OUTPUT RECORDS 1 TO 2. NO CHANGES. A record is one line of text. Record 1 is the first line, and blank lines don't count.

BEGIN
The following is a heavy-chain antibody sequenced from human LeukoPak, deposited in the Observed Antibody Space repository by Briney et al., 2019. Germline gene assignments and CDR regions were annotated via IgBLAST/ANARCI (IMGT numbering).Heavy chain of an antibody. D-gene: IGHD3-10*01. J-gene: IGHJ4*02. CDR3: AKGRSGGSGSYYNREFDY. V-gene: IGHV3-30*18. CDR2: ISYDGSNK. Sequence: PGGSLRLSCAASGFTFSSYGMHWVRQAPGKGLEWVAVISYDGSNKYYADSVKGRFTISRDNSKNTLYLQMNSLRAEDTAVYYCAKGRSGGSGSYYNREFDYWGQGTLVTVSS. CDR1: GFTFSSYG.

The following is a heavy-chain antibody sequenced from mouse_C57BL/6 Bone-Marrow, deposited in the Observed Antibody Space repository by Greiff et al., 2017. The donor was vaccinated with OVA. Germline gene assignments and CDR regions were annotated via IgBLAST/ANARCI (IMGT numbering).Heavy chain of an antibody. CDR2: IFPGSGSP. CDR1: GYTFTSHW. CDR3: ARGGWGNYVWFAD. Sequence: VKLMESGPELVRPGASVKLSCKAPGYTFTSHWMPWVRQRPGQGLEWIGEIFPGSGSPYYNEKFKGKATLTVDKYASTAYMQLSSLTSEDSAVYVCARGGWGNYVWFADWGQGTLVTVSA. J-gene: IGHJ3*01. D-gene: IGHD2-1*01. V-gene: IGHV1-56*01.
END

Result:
The following is a heavy-chain antibody sequenced from human LeukoPak, deposited in the Observed Antibody Space repository by Briney et al., 2019. Germline gene assignments and CDR regions were annotated via IgBLAST/ANARCI (IMGT numbering).Heavy chain of an antibody. D-gene: IGHD3-10*01. J-gene: IGHJ4*02. CDR3: AKGRSGGSGSYYNREFDY. V-gene: IGHV3-30*18. CDR2: ISYDGSNK. Sequence: PGGSLRLSCAASGFTFSSYGMHWVRQAPGKGLEWVAVISYDGSNKYYADSVKGRFTISRDNSKNTLYLQMNSLRAEDTAVYYCAKGRSGGSGSYYNREFDYWGQGTLVTVSS. CDR1: GFTFSSYG.

The following is a heavy-chain antibody sequenced from mouse_C57BL/6 Bone-Marrow, deposited in the Observed Antibody Space repository by Greiff et al., 2017. The donor was vaccinated with OVA. Germline gene assignments and CDR regions were annotated via IgBLAST/ANARCI (IMGT numbering).Heavy chain of an antibody. CDR2: IFPGSGSP. CDR1: GYTFTSHW. CDR3: ARGGWGNYVWFAD. Sequence: VKLMESGPELVRPGASVKLSCKAPGYTFTSHWMPWVRQRPGQGLEWIGEIFPGSGSPYYNEKFKGKATLTVDKYASTAYMQLSSLTSEDSAVYVCARGGWGNYVWFADWGQGTLVTVSA. J-gene: IGHJ3*01. D-gene: IGHD2-1*01. V-gene: IGHV1-56*01.